It’s rare that an article will exceed 1,000 words, and while each contributor to the site has a distinct personality, first person is not typically used in articles. Before pitching an idea, use the site’s search function to make sure the topic you have in mind hasn’t already been covered. Also note that freelancers who submit their own high-resolution photographs stand a better chance at landing an assignment.
For more, read: How To Pitch: The Latin Kitchen
The full version of this article is exclusively available to Mediabistro AvantGuild subscribers. If you’re not a member yet, register now for as little as $55 a year for access to hundreds of articles like this one, discounts on Mediabistro seminars and workshops, and all sorts of other bonuses.
There are only 49 seats in the White House briefing room, which makes them highly coveted. So when changes were recently implemented, news organizations scrambled. Score a front row seat and you’re likely to get questions answered. Land in the back row? Good luck.
The best seats in the new White House briefing room belong to NBC News, Fox News (which beat out NPR and Bloomberg News years ago), the AP, ABC News, Reuters and CNN.
The AP typically gets selected first. After that, with each row, the chances of speaking to the President go downhill fast. Although as USA Today notes, there are exceptions: Yahoo News’ Olivier Knox, in the sixth row, gets plenty of opportunities. As does Roll Call’s Steven Dennis in the last row.
As for everyone else in the last row — including staffers from BuzzFeed, the BBC, The Boston Globe, The Dallas Morning News and more — they might as well bide the time passing notes and gossiping about the spring sock hop, because they’re not getting picked.
Tanzina Vega is leaving The New York Times to join CNN Politics. Vega had been with the Times for the past eight years.
During her tenure at the Times, Vega covered a variety of beats. Her work was especially admired when she she was named the paper’s first-ever race and ethnicity reporter. In January, the Times unfortunately (and wrongly) decided to dissolve the beat and shift Vega to the Metro desk.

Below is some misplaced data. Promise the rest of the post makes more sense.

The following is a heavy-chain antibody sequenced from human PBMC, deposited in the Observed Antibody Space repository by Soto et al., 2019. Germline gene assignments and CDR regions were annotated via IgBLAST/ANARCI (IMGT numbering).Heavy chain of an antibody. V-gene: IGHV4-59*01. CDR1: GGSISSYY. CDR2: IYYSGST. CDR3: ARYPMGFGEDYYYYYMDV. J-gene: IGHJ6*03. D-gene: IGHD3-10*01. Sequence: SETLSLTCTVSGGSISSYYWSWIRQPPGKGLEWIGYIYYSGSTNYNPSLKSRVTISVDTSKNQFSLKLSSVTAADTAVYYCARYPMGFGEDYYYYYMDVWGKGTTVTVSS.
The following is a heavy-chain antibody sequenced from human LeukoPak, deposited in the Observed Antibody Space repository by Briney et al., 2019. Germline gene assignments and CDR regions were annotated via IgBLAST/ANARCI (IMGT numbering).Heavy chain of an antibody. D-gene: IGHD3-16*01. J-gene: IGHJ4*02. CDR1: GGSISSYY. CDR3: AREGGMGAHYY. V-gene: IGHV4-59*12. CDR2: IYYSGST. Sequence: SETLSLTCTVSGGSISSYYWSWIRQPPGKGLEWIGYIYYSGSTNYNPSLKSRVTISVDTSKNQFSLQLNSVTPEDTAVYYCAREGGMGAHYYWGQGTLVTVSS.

“Tanzina, a reporter at The New York Times, will focus on the intersection of technology and politics,” wrote CNN Politics executive editor Rachel Smolkin, in a memo. “She’ll look at innovative ways the 2016 campaigns are using technology, the evolution of micro targeting and new twists in voter registration. She’ll also mine the blending of technology and politics beyond the beltway, from grassroots movements to civil rights to hashtag activism on social media.”
Vega starts April 20.
Time Inc. won’t be boosting Sports Illustrated’s video presence after all. According to The New York Post, talks between the publisher and CineSport — a sports video platform — have broken down.
A source told the Post that Time Inc. was looking for ways to bolster SI’s digital offerings, and talks were progressing. Then suddenly — as often happens with these kinds of things — nothing. “I thought Time Inc. was buying it and it was a done deal — and then they were not buying it,” said the source.
For what it’s worth, it seems like CineSport is still interested. Its founder, Gregg Winik, told the Post, “We are big fans of the Time and Sports Illustrated brands,” which is another way of saying “Nothing is over!“
On the heels of Mashable hiring its first-ever fashion reporter, the site has named Miriam Kramer its first space reporter.
Kramer comes to the site from Space.com, where — for the past three years — she served as a staff writer with a focus on space exploration, rocket launches and scientific discoveries. Prior to that Kramer served as a contributor to Popular Mechanics.
Kramer begins her new role in April.